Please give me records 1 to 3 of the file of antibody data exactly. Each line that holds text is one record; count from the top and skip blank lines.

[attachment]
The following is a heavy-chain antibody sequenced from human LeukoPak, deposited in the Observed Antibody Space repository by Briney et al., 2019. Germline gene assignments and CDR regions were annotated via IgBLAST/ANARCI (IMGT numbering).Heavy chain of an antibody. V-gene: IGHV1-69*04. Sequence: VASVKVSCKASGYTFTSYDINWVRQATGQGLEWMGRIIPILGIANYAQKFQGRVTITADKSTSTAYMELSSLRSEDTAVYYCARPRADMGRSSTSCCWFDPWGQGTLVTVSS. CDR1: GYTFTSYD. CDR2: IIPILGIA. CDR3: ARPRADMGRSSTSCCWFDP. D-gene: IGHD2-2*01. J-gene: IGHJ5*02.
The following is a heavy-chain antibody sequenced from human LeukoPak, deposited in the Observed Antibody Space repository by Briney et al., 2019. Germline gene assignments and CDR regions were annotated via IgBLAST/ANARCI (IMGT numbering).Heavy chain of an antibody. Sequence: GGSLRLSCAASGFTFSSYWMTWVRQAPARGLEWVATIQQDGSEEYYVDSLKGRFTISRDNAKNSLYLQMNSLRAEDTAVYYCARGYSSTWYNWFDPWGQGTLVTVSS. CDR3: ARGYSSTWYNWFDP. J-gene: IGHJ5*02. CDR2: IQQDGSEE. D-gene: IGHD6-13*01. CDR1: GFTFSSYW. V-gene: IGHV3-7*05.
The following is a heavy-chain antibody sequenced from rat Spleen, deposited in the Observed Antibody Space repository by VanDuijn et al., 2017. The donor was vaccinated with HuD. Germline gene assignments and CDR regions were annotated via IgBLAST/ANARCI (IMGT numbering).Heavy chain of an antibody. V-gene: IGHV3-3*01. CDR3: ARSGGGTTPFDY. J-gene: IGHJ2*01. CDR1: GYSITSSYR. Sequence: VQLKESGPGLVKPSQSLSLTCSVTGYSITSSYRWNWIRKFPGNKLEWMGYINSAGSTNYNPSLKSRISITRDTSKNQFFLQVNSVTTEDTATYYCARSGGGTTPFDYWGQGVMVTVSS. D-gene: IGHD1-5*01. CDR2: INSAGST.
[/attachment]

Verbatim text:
The following is a heavy-chain antibody sequenced from human LeukoPak, deposited in the Observed Antibody Space repository by Briney et al., 2019. Germline gene assignments and CDR regions were annotated via IgBLAST/ANARCI (IMGT numbering).Heavy chain of an antibody. V-gene: IGHV1-69*04. Sequence: VASVKVSCKASGYTFTSYDINWVRQATGQGLEWMGRIIPILGIANYAQKFQGRVTITADKSTSTAYMELSSLRSEDTAVYYCARPRADMGRSSTSCCWFDPWGQGTLVTVSS. CDR1: GYTFTSYD. CDR2: IIPILGIA. CDR3: ARPRADMGRSSTSCCWFDP. D-gene: IGHD2-2*01. J-gene: IGHJ5*02.
The following is a heavy-chain antibody sequenced from human LeukoPak, deposited in the Observed Antibody Space repository by Briney et al., 2019. Germline gene assignments and CDR regions were annotated via IgBLAST/ANARCI (IMGT numbering).Heavy chain of an antibody. Sequence: GGSLRLSCAASGFTFSSYWMTWVRQAPARGLEWVATIQQDGSEEYYVDSLKGRFTISRDNAKNSLYLQMNSLRAEDTAVYYCARGYSSTWYNWFDPWGQGTLVTVSS. CDR3: ARGYSSTWYNWFDP. J-gene: IGHJ5*02. CDR2: IQQDGSEE. D-gene: IGHD6-13*01. CDR1: GFTFSSYW. V-gene: IGHV3-7*05.
The following is a heavy-chain antibody sequenced from rat Spleen, deposited in the Observed Antibody Space repository by VanDuijn et al., 2017. The donor was vaccinated with HuD. Germline gene assignments and CDR regions were annotated via IgBLAST/ANARCI (IMGT numbering).Heavy chain of an antibody. V-gene: IGHV3-3*01. CDR3: ARSGGGTTPFDY. J-gene: IGHJ2*01. CDR1: GYSITSSYR. Sequence: VQLKESGPGLVKPSQSLSLTCSVTGYSITSSYRWNWIRKFPGNKLEWMGYINSAGSTNYNPSLKSRISITRDTSKNQFFLQVNSVTTEDTATYYCARSGGGTTPFDYWGQGVMVTVSS. D-gene: IGHD1-5*01. CDR2: INSAGST.